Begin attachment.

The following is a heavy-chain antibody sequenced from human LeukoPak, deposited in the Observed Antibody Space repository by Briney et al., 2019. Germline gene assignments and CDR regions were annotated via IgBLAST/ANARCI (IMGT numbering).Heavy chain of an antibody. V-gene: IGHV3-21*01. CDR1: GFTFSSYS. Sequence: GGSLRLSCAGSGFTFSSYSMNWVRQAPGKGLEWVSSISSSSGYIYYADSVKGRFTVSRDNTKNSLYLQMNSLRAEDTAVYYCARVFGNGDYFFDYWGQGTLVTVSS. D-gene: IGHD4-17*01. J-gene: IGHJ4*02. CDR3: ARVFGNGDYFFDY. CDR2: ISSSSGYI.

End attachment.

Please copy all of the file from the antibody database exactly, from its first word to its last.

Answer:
The following is a heavy-chain antibody sequenced from human LeukoPak, deposited in the Observed Antibody Space repository by Briney et al., 2019. Germline gene assignments and CDR regions were annotated via IgBLAST/ANARCI (IMGT numbering).Heavy chain of an antibody. V-gene: IGHV3-21*01. CDR1: GFTFSSYS. Sequence: GGSLRLSCAGSGFTFSSYSMNWVRQAPGKGLEWVSSISSSSGYIYYADSVKGRFTVSRDNTKNSLYLQMNSLRAEDTAVYYCARVFGNGDYFFDYWGQGTLVTVSS. D-gene: IGHD4-17*01. J-gene: IGHJ4*02. CDR3: ARVFGNGDYFFDY. CDR2: ISSSSGYI.